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Namibian democracy not a favour by heroes of anti-colonial struggle

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Namibian democracy not a favour by heroes of anti-colonial struggle
When Namibians buried their third president on Sunday February 25, they eased our collective sadness with a peaceful, dignified celebration of their journey of democratization as an independent nation. They made us proud as Africans dream of the day when all our presidents and their ruling political parties will be subordinate to the countries that they lead. 


By all accounts, the situation in Namibia has remained calm since President Hage Gottfried Geingob’s death on February 4. The country’s government has continued to function without evident crisis or threat of a violently contested succession. And this has not been out of good luck, but because of a carefully planned process, guided by the interests of the nation, not those of one man and his family. 


Dr. Geingob, who died of cancer one year before the end of his second and mandatory final term in office, had respected his country’s constitutionally mandated succession plan, by appointing Nangolo Mbumba, a very competent vice president that would take over if the need arose. He had also successfully fronted Netumbo Nandi-Ndaitwah as the ruling party’s candidate in the presidential elections scheduled to be held later this year.  


As a result, the death of a man has not threatened the life of his country. The pain of loss has been eased by the certainty of a smooth transition of leadership. The president’s heroic role in the armed struggle for Namibia’s freedom has not been turned into an ownership permit to be inherited by the Geingob family.  


I was uplifted by the sight of Samuel Nujoma, 94, the founding president, and Hifikepunye Pohamba, 88, the second president, attending the memorial service for their successor on February 24. Their speeches praised their successor without dwelling on their own uncontestable roles in the great struggle for Namibia. Their presence spoke of a nation that had successfully embraced the rule of law and the value of leadership change as a critical component of successful growth of countries. Their apparent freedom from fear reflected their status as genuinely respected and revered former leaders that had not engaged in oppression of their own people. 


Whereas the South-West Africa People’s Organization (SWAPO) has been the only ruling party since independence thirty-four years ago, its leaders did not turn the deceased president’s funeral into a political campaign rally. Instead, the story was about Namibia and Dr. Geingob’s outstanding service to his people. It was about unity and continuity. It was about innate patriotism that did not require that people be lectured about it. It was a class act that reminded us of the pleasant reality that Africa has a few countries that subscribe to genuinely shared ownership of the nation by all citizens, an indispensable step towards sustained peace and progress.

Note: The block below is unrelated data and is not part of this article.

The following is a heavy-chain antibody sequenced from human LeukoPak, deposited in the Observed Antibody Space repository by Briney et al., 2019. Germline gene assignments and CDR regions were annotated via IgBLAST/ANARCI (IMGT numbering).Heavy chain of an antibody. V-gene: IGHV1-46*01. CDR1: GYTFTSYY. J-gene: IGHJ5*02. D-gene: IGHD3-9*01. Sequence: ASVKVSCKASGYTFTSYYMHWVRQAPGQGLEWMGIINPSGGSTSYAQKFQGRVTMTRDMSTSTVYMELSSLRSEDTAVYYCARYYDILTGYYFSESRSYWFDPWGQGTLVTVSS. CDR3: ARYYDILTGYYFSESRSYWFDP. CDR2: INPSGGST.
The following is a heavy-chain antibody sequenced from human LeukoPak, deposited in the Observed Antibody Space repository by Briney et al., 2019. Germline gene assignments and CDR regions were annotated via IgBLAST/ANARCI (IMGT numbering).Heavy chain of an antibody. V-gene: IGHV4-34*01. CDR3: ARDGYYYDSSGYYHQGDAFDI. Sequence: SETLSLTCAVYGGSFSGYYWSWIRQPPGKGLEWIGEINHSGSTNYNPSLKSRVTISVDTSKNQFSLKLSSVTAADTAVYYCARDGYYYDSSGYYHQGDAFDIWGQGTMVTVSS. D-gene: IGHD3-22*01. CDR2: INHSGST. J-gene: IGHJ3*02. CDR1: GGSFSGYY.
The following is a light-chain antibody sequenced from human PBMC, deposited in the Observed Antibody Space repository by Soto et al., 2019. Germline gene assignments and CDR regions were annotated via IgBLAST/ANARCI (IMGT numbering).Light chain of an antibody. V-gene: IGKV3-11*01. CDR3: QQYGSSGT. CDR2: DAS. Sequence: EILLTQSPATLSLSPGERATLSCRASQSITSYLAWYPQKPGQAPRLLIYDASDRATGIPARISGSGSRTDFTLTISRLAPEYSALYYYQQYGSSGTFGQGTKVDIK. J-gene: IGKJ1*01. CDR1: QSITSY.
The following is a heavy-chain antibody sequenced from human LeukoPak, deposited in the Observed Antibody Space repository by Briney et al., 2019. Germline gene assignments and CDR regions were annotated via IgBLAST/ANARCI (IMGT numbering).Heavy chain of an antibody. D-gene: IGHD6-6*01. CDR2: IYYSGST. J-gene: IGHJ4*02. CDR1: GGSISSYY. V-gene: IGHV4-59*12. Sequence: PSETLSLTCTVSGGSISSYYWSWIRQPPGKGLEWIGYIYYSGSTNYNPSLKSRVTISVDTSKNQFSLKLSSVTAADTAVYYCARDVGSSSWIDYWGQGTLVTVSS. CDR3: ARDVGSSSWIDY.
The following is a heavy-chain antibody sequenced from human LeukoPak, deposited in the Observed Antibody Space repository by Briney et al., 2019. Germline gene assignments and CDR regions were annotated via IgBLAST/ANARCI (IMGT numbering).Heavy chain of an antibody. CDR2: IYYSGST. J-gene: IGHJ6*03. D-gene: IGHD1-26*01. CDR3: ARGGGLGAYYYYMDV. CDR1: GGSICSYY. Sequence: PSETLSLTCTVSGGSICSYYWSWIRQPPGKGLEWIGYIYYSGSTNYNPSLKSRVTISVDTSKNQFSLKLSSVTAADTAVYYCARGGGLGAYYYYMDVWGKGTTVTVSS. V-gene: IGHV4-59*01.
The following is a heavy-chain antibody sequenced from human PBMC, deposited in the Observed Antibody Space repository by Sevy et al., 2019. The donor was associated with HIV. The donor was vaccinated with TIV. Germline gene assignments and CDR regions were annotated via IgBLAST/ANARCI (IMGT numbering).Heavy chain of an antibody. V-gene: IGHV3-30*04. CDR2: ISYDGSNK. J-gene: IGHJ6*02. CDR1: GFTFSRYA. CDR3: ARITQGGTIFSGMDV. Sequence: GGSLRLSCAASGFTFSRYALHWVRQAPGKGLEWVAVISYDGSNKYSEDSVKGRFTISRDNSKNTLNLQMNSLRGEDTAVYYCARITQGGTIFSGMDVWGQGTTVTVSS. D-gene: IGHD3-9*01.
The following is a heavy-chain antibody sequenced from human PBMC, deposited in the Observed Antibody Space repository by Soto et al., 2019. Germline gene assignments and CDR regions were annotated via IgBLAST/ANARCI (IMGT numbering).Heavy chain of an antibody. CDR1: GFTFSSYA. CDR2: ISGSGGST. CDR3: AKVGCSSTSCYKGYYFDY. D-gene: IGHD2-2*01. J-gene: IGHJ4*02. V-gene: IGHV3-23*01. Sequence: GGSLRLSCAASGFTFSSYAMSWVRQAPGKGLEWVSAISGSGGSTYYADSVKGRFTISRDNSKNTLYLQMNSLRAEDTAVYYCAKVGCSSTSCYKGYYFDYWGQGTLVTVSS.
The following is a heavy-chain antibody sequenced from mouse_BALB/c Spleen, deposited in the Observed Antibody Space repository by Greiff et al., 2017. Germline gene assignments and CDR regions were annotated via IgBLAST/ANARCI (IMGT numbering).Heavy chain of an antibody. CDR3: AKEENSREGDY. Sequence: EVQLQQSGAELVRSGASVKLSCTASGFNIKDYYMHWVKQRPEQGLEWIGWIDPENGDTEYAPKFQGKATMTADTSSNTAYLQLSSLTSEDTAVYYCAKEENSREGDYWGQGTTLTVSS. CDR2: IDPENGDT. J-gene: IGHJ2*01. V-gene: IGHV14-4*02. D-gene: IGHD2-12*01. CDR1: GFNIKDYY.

After a thirty-year struggle for Namibia’s independence, the victorious leaders of SWAPO could have claimed all the spoils and turned their country into a personal possession. After all, didn’t people like Nujoma, Pohamba, and Geingob risk their lives and face hardships in the struggle for freedom? Did they not lose colleagues in their battles against the apartheid forces that killed many Namibians? 


That they chose the path of democracy, and nurtured a culture whose results were on display this past weekend, was an act that affirmed Namibia’s claim to be the “land of the brave.” Their national anthem celebrates the glory of the bravery of those “whose blood waters our freedom,” and a promise to give their “love and loyalty” to their country, as they “hold high the banner of liberty.”


Whereas Namibia is not a perfect place, one gets the sense that the words of their national anthem are a serious commitment by the country’s leaders and their people. “Namibia our country, Namibia our motherland, We love thee,” are not empty words. They appear to be a solemn vow from the heart, evidenced by their behaviour in the last three decades. Notwithstanding major socio-economic disparities, the country’s systems, institutions, and laws are working. Namibia is a democracy heading in the right direction.


The presidential election later this year will be conducted by what most independent commentators on Namibia describe as an impartial electoral commission that is committed to smooth implementation of the election. “The Namibia election is noteworthy for its openness and integrity,” wrote the Africa Centre for Strategic Studies in their January 2024 review of elections in Africa. Freedom of assembly and speech, an independent judiciary, a free press, and a transparent and accountable government are Namibia’s happy reality.  We can look forward to some vigorous debate and competition, especially between Ms. Nandi-Ndaitwah and Panduleni Itula, the leader of the Independent Patriots for Change. Whereas the odds favour the ruling party’s candidate, some observers report that SWAPO’s dominance may continue to decline, a healthy development in a seriously democratising nation. 


The results will not matter as much as the integrity of the process. That Namibians will, once again, have a right to freely choose their next president is the greatest legacy of the late President Geingob and his two predecessors. It is a dream that Africans in countries that remain devoid of genuine democratization must peacefully struggle to turn into reality. 


Namibia’s genuine democracy is not a favour done to them by the heroes of the armed struggle that freed Namibians from the ruthless apartheid regimes. It is a choice that Namibians have made.  

©️Muniini K. Mulera

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